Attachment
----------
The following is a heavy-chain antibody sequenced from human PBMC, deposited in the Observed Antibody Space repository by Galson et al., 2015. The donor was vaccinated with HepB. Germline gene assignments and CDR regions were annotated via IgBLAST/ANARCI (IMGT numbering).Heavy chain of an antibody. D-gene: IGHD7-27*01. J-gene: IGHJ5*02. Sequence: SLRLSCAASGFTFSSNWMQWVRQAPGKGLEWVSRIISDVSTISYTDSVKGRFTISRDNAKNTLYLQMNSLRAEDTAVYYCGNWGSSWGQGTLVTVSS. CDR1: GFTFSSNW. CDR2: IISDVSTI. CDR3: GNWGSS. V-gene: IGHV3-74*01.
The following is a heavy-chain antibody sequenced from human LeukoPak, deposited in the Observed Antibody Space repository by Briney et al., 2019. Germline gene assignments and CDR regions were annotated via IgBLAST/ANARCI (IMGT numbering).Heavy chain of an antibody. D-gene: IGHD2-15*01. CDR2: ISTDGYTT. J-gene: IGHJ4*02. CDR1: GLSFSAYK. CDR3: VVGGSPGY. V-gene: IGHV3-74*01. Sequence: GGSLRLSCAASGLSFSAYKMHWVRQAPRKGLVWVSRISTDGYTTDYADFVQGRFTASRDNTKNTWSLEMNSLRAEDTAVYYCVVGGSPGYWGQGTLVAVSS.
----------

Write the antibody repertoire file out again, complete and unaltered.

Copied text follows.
The following is a heavy-chain antibody sequenced from human PBMC, deposited in the Observed Antibody Space repository by Galson et al., 2015. The donor was vaccinated with HepB. Germline gene assignments and CDR regions were annotated via IgBLAST/ANARCI (IMGT numbering).Heavy chain of an antibody. D-gene: IGHD7-27*01. J-gene: IGHJ5*02. Sequence: SLRLSCAASGFTFSSNWMQWVRQAPGKGLEWVSRIISDVSTISYTDSVKGRFTISRDNAKNTLYLQMNSLRAEDTAVYYCGNWGSSWGQGTLVTVSS. CDR1: GFTFSSNW. CDR2: IISDVSTI. CDR3: GNWGSS. V-gene: IGHV3-74*01.
The following is a heavy-chain antibody sequenced from human LeukoPak, deposited in the Observed Antibody Space repository by Briney et al., 2019. Germline gene assignments and CDR regions were annotated via IgBLAST/ANARCI (IMGT numbering).Heavy chain of an antibody. D-gene: IGHD2-15*01. CDR2: ISTDGYTT. J-gene: IGHJ4*02. CDR1: GLSFSAYK. CDR3: VVGGSPGY. V-gene: IGHV3-74*01. Sequence: GGSLRLSCAASGLSFSAYKMHWVRQAPRKGLVWVSRISTDGYTTDYADFVQGRFTASRDNTKNTWSLEMNSLRAEDTAVYYCVVGGSPGYWGQGTLVAVSS.